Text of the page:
A rare Meissen armorial sugar caster and cover from the Sulkowsky Service, circa 1735-38
Lot 41
An extremely rare Meissen armorial sugar caster and cover from the Sulkowsky Service, circa 1735-38
Sold for £20,000 (US$ 32,100) inc. premium

Lot Details
An extremely rare Meissen armorial sugar caster and cover from the Sulkowsky Service, circa 1735-38
An extremely rare Meissen armorial sugar caster and cover from the Sulkowsky Service, circa 1735-38
Of octagonal baluster form on a flared foot with a tall pierced, domed cover with a screw thread, painted with the arms of Sulkowski and Jettingen four times and scattered flower sprigs and banded hedges in Kakiemon style, the rims with moulded borders, including a foliate border around the foot, between gilt bands, the pierced cover moulded with recessed foliate scrollwork, surmounted painted flower sprigs below a flower finial, 23cm high, crossed swords mark in underglaze-blue, chip to inside screw thread (2)

Footnotes

  • Provenance:
    The Property of a Lady of Title, sold by Sotheby's London, 23 May 1967, lot 35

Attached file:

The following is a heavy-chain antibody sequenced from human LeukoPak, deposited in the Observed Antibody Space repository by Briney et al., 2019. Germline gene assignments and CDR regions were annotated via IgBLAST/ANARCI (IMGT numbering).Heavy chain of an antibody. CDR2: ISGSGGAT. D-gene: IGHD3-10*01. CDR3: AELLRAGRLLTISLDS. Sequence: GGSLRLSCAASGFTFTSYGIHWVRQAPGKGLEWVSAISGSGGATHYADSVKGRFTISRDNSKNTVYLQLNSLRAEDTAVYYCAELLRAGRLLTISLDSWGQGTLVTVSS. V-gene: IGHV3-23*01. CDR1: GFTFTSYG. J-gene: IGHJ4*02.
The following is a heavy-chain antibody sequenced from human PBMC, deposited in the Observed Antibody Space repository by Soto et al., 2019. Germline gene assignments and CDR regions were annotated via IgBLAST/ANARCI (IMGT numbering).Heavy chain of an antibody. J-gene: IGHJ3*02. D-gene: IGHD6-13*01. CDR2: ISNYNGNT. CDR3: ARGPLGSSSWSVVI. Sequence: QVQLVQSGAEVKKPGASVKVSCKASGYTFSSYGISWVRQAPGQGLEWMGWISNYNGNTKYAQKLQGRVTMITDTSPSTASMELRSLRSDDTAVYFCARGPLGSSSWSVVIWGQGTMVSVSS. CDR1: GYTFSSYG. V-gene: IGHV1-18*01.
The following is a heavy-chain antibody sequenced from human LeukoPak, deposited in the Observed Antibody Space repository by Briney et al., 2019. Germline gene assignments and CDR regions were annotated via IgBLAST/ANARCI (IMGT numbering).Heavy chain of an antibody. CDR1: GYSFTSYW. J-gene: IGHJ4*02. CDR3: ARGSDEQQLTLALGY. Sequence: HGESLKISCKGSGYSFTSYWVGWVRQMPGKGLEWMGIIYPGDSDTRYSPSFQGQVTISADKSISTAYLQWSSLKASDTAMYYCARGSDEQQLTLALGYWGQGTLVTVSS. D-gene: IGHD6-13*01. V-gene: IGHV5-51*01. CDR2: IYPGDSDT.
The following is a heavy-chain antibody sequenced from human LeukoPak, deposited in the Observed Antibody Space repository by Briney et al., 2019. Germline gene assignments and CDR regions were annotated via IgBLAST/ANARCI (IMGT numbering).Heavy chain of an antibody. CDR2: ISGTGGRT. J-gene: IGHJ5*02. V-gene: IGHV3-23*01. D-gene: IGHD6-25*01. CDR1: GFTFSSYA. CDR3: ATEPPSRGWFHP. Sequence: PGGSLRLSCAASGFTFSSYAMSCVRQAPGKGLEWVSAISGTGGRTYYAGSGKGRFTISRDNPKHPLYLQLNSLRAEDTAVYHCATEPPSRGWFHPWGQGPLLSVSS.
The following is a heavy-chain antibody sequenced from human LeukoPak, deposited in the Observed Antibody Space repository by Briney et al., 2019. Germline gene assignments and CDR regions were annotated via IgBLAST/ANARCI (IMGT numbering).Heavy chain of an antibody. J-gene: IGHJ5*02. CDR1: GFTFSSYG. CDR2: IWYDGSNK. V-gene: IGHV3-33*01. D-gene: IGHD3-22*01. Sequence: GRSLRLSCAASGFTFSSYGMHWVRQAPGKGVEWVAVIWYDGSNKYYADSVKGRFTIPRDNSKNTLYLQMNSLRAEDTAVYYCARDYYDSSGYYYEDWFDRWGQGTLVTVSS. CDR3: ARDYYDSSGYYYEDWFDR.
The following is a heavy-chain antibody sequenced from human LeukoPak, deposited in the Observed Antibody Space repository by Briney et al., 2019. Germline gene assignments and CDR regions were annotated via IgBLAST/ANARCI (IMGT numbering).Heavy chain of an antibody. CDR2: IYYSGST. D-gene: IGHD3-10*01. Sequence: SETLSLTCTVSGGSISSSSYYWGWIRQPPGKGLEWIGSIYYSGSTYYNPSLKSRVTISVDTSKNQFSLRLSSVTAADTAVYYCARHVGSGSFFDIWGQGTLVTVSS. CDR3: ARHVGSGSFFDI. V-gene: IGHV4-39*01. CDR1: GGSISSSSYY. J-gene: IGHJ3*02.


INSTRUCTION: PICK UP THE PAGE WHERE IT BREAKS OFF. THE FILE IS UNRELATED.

The Sulkowski Service was the Meissen manufactory's first magnificent and large, privately commissioned armorial service to have been designed to order, preceding the more famous Swan Service by several years, and was the first that was not intended for the Elector/King.

    Alexander Joseph Graf von Sulkowski (1695-1762) was born into a prominent Polish noble family and entered royal service as a page at the Warsaw court. From 1711, he was raised in the household of the Electoral Prince Friedrich Augustus, the heir of Augustus the Strong, of whom he became a close friend. He accompanied the Prince as Master of the Horse on his travels for seven years from 1712, including his tours of Italy, France and Catholic German states, and subsequently became the head of the Prince's household. He became a Gentleman of the Bedchamber in 1726, was raised to a (Polish) count in 1732, and, following the accession of Friedrich Augustus in 1733, was made Privy Councillor, Minister of State, Cabinet Minister and an Imperial Count. Sulkowski was the first Pole to achieve such a position of power: he was in charge of most Court offices, and was responsible not only for the Green Vaults, which held the treasures of the Wettin dynasty, but was also in charge of the porcelain deliveries to the Japanese Palace. Sulkowski also was the recipient of numerous gifts and orders from both Augustus the Strong and his successor, Friedrich Augustus, including Schloß Übigau and the Flemmingsche Palais in Dresden, as well as the Polish Order of the White Eagle and the Order of St. Heinrich. Even Heinrich Graf von Brühl, Sulkowski's better-known successor and the receipient of the famous Swan Service, was subordinate to Sulkowski until the latter's fall from grace in February 1738.